I JUST THIS MINUTE signed up for a community about creativity and productivity, so this post serves as my resolve to work on my creative writing in a more intentional way. There. I’ve said it publicly. Good night, all.
Russ and I are off in less than an hour on an adventure. This year the annual conference of the Canadian Down Syndrome Society is in Winnipeg, and I impulsively submitted a speaker proposal about Russell’s daily life since he left high school in October and our involvement with Facile Waterloo Region, an organization whose board I have joined and whose services have had a large impact in Russell’s successful transition.
Russell is going with me because I’m no longer comfortable doing presentations about him without him present. He has a voice and isn’t afraid to use it. He’s going to do a piece of the presentation that talks about his best moments growing up and then talk about what he’s doing now and wants for the future. He’s done it once before and took questions at the end like a pro.
I’m going to focus a bit more on the model of independent facilitation as an alternative to government-funded programs. Independent facilitation allows the individual to “steer the course,” so to speak, and the facilitator walks along with them in their journey, helping to open doors and make connections. It’s both a one-to-one model and a network of support. The widespread success of this type of model depends on the success of our lobbying for more independent funding for people with disabilities. We are also raising funds to provide bursaries to families in need of financial support.
Anyway, I will have more to report on when I get back. In the meantime, here’s Russell.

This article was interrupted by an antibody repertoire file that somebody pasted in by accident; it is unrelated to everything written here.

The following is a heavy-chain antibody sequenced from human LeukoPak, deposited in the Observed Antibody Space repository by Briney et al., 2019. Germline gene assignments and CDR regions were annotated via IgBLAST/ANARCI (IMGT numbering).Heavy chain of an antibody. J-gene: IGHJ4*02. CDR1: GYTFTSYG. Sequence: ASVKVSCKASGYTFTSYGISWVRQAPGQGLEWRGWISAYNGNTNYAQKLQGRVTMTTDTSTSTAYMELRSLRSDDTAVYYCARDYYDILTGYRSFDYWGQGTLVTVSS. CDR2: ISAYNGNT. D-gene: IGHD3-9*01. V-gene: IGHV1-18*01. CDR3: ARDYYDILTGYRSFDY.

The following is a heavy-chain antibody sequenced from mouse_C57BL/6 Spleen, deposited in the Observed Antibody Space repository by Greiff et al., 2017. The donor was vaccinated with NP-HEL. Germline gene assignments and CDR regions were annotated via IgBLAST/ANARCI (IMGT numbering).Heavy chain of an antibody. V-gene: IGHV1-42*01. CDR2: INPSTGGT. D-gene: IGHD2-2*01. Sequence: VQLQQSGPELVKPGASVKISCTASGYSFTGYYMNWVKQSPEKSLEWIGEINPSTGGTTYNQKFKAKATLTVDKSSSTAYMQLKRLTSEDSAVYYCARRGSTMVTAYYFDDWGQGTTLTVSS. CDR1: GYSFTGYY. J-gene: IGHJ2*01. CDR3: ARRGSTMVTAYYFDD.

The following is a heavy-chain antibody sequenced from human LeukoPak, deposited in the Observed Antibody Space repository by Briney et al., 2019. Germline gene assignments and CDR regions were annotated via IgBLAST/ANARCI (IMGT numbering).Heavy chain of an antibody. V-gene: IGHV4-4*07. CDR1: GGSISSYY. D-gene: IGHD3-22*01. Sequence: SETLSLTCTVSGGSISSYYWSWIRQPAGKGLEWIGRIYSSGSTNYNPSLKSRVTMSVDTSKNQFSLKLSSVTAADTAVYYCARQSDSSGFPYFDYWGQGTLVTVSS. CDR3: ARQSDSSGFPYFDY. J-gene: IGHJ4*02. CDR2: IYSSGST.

Over on my other blog I do book reviews. So go here if you’re interested.
Something very exciting is happening in Russell’s life! He has been accepted into a program called Stepping Out. It is the opportunity to live on his own for a week to see what skills he still needs before he moves out for good some day. His stay will be supported by Community Living. They will help him shop, cook, clean, catch his bus, etc., and then write a report at the end of the week what areas need work. He’s super excited for the prospect. His first night away is June 17 — I had to put them off until after my two trips away so I didn’t overwhelm myself mentally.
I’ll post more when I have more details. I need to ask a few questions that I didn’t think of when I was on the phone.
Tough day. The young son of a friend passed away and I cannot stop thinking of her and her husband and just how bloody awful it is. I won’t go into detail out of respect for their privacy — I’ll just say he fell ill and wasn’t able to fight off the virus. He was 14 years old. His mum and I are new friends and so I know little about their life yet, just that both of us had a passion for making the world better for our kids. If you read this, please just keep them in your thoughts.